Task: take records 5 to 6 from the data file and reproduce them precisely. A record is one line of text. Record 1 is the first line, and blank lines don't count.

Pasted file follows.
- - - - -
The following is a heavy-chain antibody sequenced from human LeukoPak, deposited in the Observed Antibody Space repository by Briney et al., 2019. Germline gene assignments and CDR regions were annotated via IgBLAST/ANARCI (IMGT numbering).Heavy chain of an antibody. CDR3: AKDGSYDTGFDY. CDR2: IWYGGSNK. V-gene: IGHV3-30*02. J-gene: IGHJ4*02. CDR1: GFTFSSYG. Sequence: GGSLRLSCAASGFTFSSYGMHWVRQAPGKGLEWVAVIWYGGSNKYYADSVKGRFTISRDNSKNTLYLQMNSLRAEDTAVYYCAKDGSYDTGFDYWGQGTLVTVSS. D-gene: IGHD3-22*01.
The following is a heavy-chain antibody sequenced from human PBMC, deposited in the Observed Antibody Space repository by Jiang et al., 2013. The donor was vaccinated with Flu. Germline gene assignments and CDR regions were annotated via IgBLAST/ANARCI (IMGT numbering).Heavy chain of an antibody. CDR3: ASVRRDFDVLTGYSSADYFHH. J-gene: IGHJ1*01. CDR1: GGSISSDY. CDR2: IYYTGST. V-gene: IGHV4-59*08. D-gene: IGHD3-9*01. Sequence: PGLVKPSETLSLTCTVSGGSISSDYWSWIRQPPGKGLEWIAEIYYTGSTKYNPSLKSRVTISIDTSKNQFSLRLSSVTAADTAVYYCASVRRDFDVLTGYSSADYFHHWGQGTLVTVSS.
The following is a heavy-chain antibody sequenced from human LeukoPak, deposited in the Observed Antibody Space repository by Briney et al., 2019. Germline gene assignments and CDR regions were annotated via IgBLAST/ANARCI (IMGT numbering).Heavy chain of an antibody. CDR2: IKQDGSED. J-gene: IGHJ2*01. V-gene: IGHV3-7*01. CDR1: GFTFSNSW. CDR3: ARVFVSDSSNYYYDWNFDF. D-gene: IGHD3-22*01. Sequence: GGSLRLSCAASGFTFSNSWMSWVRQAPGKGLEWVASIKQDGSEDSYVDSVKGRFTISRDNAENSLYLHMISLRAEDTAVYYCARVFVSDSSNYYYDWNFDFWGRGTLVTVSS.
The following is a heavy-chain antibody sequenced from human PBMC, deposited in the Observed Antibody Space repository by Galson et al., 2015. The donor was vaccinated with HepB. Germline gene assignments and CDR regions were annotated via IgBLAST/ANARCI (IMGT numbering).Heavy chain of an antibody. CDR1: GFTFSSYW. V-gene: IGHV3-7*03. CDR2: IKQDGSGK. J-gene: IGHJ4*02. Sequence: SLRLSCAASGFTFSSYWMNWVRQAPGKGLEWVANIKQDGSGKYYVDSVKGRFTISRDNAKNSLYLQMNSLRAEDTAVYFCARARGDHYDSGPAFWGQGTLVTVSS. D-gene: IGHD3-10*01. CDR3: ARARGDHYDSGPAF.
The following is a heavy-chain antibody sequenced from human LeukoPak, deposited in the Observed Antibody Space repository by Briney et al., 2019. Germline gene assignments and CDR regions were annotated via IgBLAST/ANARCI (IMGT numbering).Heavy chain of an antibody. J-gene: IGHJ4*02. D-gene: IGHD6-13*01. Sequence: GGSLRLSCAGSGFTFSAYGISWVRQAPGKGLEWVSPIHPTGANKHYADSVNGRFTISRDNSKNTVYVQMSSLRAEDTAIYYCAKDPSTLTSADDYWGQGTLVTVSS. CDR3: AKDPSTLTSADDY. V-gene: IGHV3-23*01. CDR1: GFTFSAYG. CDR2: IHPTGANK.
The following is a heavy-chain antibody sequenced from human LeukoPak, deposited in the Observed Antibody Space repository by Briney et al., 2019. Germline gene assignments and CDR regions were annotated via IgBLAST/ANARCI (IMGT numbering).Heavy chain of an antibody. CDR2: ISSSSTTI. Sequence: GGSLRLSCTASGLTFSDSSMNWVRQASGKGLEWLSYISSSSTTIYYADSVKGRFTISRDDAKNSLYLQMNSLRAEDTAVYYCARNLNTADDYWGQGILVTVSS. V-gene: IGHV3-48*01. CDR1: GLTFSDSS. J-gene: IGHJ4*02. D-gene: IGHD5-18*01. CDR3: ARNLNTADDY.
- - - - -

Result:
The following is a heavy-chain antibody sequenced from human LeukoPak, deposited in the Observed Antibody Space repository by Briney et al., 2019. Germline gene assignments and CDR regions were annotated via IgBLAST/ANARCI (IMGT numbering).Heavy chain of an antibody. J-gene: IGHJ4*02. D-gene: IGHD6-13*01. Sequence: GGSLRLSCAGSGFTFSAYGISWVRQAPGKGLEWVSPIHPTGANKHYADSVNGRFTISRDNSKNTVYVQMSSLRAEDTAIYYCAKDPSTLTSADDYWGQGTLVTVSS. CDR3: AKDPSTLTSADDY. V-gene: IGHV3-23*01. CDR1: GFTFSAYG. CDR2: IHPTGANK.
The following is a heavy-chain antibody sequenced from human LeukoPak, deposited in the Observed Antibody Space repository by Briney et al., 2019. Germline gene assignments and CDR regions were annotated via IgBLAST/ANARCI (IMGT numbering).Heavy chain of an antibody. CDR2: ISSSSTTI. Sequence: GGSLRLSCTASGLTFSDSSMNWVRQASGKGLEWLSYISSSSTTIYYADSVKGRFTISRDDAKNSLYLQMNSLRAEDTAVYYCARNLNTADDYWGQGILVTVSS. V-gene: IGHV3-48*01. CDR1: GLTFSDSS. J-gene: IGHJ4*02. D-gene: IGHD5-18*01. CDR3: ARNLNTADDY.